This problem of democratic states is not unanticipated. The West has even produced documents on which such activity might be grounded. For Americans, the recipe for such assembly might be found in the lawyer’s brief that is the American Declaration of Independence, whose revolutionary was then reworked to manageable levels in the guarantees of the Federal Constitution. See Larry Catá Backer, Some Thoughts On The American Declaration Of Independence And Its Irish/European Connections At Century's End, LAW AT THE END OF THE DAY, July 4, 2006. Westerners gauge the aftermath of large popular expressions of will in terms of their fidelity to the original values of the massed poplar expression. See, e.g., Adam Alexi Solomon, Changing Colors: Ukraine's Orange Revolution, 27(4) HARVARD INTERNATIONAL REVIEW 11 (2006).
But most political elites understand that the value of such expression is best managed if it is not to have revolutionary or transformative effect. See Jo Durden-Smith, No More People Power: Fuelled by E-Mails and Western Cash, Ukraine's Orange Revolution Was a New Kind of Upheaval. Other Ex-Soviet States Don't Want It Happening Again. 134 NEW STATESMAN 28 (October 3, 2005). They hope to manage the process of expression rather than permit a more free expression. Thus, most modern constitutions also now preserve a managed space for the staging of acts of popular will for the edification of their representatives. Thus, for example, South Africa defines political rights under its constitution precisely: to make political choices, to free and fair elections and to vote in elections and stand for office. Constitution of South Africa, Ch. 2 art. 19. Assembly is managed within a rule of law normative framework: “Everyone has the right, peacefully and unarmed, to assemble, to demonstrate, to picket and to present petitions.” Id., at art. 17.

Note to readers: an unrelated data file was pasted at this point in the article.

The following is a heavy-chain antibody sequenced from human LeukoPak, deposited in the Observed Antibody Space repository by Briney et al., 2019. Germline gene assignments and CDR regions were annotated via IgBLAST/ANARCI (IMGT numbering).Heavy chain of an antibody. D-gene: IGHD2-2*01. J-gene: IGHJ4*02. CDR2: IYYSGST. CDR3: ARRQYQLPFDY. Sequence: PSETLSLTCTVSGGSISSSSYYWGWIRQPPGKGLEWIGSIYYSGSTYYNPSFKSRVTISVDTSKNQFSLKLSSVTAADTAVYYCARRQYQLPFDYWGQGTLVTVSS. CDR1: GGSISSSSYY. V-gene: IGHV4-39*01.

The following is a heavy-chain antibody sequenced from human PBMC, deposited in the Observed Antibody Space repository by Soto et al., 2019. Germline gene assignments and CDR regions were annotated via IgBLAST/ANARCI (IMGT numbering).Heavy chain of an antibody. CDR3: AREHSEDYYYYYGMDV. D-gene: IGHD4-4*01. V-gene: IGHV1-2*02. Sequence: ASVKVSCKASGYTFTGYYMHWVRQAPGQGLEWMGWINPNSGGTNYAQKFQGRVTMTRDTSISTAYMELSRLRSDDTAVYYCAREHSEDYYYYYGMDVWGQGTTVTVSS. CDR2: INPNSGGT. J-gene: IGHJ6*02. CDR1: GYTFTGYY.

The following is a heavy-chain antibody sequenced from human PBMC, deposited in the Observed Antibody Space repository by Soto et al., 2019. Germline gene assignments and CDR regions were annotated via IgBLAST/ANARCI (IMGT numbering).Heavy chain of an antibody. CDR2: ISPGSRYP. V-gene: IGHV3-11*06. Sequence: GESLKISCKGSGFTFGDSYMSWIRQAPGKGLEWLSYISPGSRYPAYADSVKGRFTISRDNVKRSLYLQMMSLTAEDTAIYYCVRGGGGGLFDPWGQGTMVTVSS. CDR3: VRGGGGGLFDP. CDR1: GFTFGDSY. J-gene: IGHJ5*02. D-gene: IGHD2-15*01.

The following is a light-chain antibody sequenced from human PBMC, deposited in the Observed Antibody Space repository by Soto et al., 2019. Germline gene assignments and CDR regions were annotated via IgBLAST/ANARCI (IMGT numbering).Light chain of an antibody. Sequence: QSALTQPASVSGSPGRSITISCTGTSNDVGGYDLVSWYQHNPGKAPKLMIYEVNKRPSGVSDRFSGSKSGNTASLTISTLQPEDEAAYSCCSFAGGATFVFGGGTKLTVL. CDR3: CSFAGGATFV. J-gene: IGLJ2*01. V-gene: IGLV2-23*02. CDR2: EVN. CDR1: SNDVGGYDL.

Still, since 1945 and the creation of the global informal governance system of the “community of nations,” the West and global political elites (not the least of which among their numbers the lawyers and judges) have sought to naturalize these tropes of manifestations of popular will as central to the construction of legitimate democratic constitutional orders (if only as a sort of managed expression within “rule of law” constraints). Within less democratic regimes, such expression might also serve less restrained as a manifestation of revolutionary will to move the nation to a system of ordered, well managed, democratic constitutional rule of law structures of governance. It is thus for those reasons, that the international community was so eager to stand behind the lawyers and judges who protested (at least) against the arbitrary actions of the President (and until November 2007 General) Musharraf of Pakistan (whose actions they appeared to tolerate better before their own respective oxen were gored). See Lawyers Protest Against Musharraf, BBC News, March 12, 2007. And regional human rights instruments also echo this popular notion. We are thus relieved to note that the exercise of this power of popular expression has been spreading rapidly to other parts of the world.